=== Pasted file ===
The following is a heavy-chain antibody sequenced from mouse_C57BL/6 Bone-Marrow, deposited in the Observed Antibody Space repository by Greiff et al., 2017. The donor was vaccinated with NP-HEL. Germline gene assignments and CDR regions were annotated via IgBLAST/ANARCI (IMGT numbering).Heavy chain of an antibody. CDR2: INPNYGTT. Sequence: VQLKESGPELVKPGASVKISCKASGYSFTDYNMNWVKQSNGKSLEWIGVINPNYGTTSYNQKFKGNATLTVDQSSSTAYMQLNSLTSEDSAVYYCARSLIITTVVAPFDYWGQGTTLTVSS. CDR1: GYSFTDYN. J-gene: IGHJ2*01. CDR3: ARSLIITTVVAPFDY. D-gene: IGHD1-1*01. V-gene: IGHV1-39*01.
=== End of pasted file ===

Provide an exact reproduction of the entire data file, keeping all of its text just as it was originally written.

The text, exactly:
The following is a heavy-chain antibody sequenced from mouse_C57BL/6 Bone-Marrow, deposited in the Observed Antibody Space repository by Greiff et al., 2017. The donor was vaccinated with NP-HEL. Germline gene assignments and CDR regions were annotated via IgBLAST/ANARCI (IMGT numbering).Heavy chain of an antibody. CDR2: INPNYGTT. Sequence: VQLKESGPELVKPGASVKISCKASGYSFTDYNMNWVKQSNGKSLEWIGVINPNYGTTSYNQKFKGNATLTVDQSSSTAYMQLNSLTSEDSAVYYCARSLIITTVVAPFDYWGQGTTLTVSS. CDR1: GYSFTDYN. J-gene: IGHJ2*01. CDR3: ARSLIITTVVAPFDY. D-gene: IGHD1-1*01. V-gene: IGHV1-39*01.